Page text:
Life has been a bit hectic and we've been doing a lot of take-outs in the last few weeks. Yikes! It's slowly getting back to normal and I managed to can some apple cider and apple sauce this week.
Every year, I tell myself I need an apple peeler, but somehow I've survived without one for years. I don't even have a manual apple coring tool. So I just cut the apples around the cores with the skin on. Put them in a pot with a bit of cider, boil, and put it through a food mill. I do love the color though. Pretty pink from all the skin.
It was a perfect accompaniment to our ham steak dinner.
Here is a picture of the last of the "Spring" carrots.... These were sowed all the way back in March! I have harvested some carrots from the same bed a few months ago, but they were much thinner. We live in the woods and PA is especially famous for its rocky ground. Well, when we decided to dig up a garden earlier this year, it was nothing but frustration! We could not dig 4 inches without hitting a massive rock (not to mention the little rocks) - and this was after running through a heavy duty tiller. This was going to be especially a problem for root veggies. So we decided to remove all the big rocks manually and sift soil to remove little rocks at least 1 foot deep in one of the beds that I was planning for carrots and potatoes. That was HARD work. My husband - after hours of digging, lifting, more digging, and sifting the soil - said "carrots are a dollar a bag at the store. These carrots better be damn straight and best carrots that I'll ever eat!!!"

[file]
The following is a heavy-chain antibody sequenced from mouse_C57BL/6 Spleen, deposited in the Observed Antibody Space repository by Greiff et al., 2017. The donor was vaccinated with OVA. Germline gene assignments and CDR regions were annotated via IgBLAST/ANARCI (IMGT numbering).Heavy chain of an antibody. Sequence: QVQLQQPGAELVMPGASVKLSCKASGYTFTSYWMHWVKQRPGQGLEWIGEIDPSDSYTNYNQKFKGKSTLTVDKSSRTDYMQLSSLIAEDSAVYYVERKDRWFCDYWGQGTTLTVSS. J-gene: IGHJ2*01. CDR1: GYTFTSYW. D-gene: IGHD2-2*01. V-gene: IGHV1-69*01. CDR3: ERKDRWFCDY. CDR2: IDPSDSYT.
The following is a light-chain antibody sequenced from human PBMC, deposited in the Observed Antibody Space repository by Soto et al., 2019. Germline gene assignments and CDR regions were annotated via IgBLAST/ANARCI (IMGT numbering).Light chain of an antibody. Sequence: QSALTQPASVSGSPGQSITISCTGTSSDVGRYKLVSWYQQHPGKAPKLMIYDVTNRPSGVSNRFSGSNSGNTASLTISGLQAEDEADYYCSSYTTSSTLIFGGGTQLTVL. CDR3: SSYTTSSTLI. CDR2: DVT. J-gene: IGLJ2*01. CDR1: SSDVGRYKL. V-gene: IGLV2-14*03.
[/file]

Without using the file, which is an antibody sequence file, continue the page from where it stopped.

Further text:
Well, all that hard work really paid off! He admits, these are the best carrots he ever had. As far as the rotation is concerned, I guess we have no choice but to dig up another bed for next year....
I also harvested all the remaining celery. They did survive the hard freeze with thick blanket of straw, but I decided to take them in. I don't want to risk losing them to these cold nights. I still have several plants in the hoop house though. I will try to keep them as long as they can survive.
They are not very good to eat raw, but wonderful in soups etc. So I chopped them up (leaves and all) and froze in bags. I'll be using them in my stuffing for Thanksgiving!
I love nappa cabbage! They grow so fast. The regular green cabbage was planted at the same times, but they are still very very small.
This is the first head that I harvested from the fall brassica bed, but it's going to be given away. I have 5 more for ourselves. I can't wait to make Kimchi!